A final-status agreement cannot be secured in the foreseeable future and the time has come to think about other solutions. One of them is a return not to the 1967 borders, but rather to the reality that prevailed in 1967, when Jordan controlled the West Bank. Maj.-Gen. (res.) Giora Eiland is the former head of Israel's National Security Council. (Ynet News)
  • Death of a Hizbullah Warlord - Borzou Daragahi and Sebastian Rotella
    Western security forces spent 25 years pursuing Hizbullah warlord Imad Mughniyeh, a pioneer of brutal tactics later emulated by al-Qaeda. He oversaw foreign networks that he built after his terrorism campaign in Lebanon, including the 1983 bombings of the U.S. Embassy and Marine barracks. His cells carried out operations in France and Argentina, where two car bombings of Jewish targets left more than 100 dead. He also met in Sudan in the early 1990s with Osama bin Laden, whose militants got explosives training from Hizbullah experts.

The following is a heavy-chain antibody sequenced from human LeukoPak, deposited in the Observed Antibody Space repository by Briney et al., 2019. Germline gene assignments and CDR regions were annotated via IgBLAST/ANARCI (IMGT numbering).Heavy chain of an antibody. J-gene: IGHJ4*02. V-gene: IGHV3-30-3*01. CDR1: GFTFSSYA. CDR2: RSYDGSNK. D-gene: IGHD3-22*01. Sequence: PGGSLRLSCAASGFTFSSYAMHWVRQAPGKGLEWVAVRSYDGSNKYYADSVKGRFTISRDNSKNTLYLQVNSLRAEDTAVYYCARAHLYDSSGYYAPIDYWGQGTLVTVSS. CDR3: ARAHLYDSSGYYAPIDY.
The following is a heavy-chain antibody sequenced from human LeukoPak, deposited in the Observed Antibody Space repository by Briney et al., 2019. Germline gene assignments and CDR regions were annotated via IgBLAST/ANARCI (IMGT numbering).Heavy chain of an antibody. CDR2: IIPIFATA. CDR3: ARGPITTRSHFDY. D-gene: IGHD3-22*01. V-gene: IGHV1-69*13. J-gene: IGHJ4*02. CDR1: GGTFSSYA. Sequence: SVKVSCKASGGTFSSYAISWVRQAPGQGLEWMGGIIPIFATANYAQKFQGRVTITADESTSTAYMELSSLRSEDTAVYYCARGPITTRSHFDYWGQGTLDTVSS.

On the evening of Feb. 12, 2008, he left a safe house in Damascus. He had just held a sit-down with a Syrian spy chief and was preparing for a secret meeting that night with President Bashar Assad, Western anti-terrorism officials say. Seconds after Mughniyeh got behind the wheel of his sport utility vehicle, an explosion incinerated him.
        Mughniyeh's duties included aiding Palestinian militant groups with training and arms procurement, and running security for Hizbullah leader Sheik Hassan Nasrallah. On May 13, 2006, he met in Lebanon with Hassan Zarkani, a representative of Iraqi Shiite strongman Muqtada Sadr, and agreed to provide smuggled anti-tank missiles to Iraqi fighters and train them in their use. But his prime obsession was the destruction of Israel. (Los Angeles Times)
        See also Hizbullah Shrine to Mughniyeh Enthralls Lebanese Children - Robert F. Worth
    The children crowd forward around the glass case, eager for a glimpse of the martyr's bloodstained clothes. The dead man being shown such veneration is Imad Mughniyeh, the shadowy Hizbullah commander. Hizbullah has hailed him as one of its great military leaders in the struggle against Israel. Now, the group has opened an exhibit in Nabatiye in honor of Mughniyeh. The eerie heart of the exhibit is the glass-encased room displaying his possessions, as if they were a saint's relics. In addition to an extraordinary array of weaponry and martyrs' paraphernalia, the exhibit includes a large indoor room that was remodeled to resemble "what we believe the martyrs' heaven is like," according to a guide on duty. (New York Times)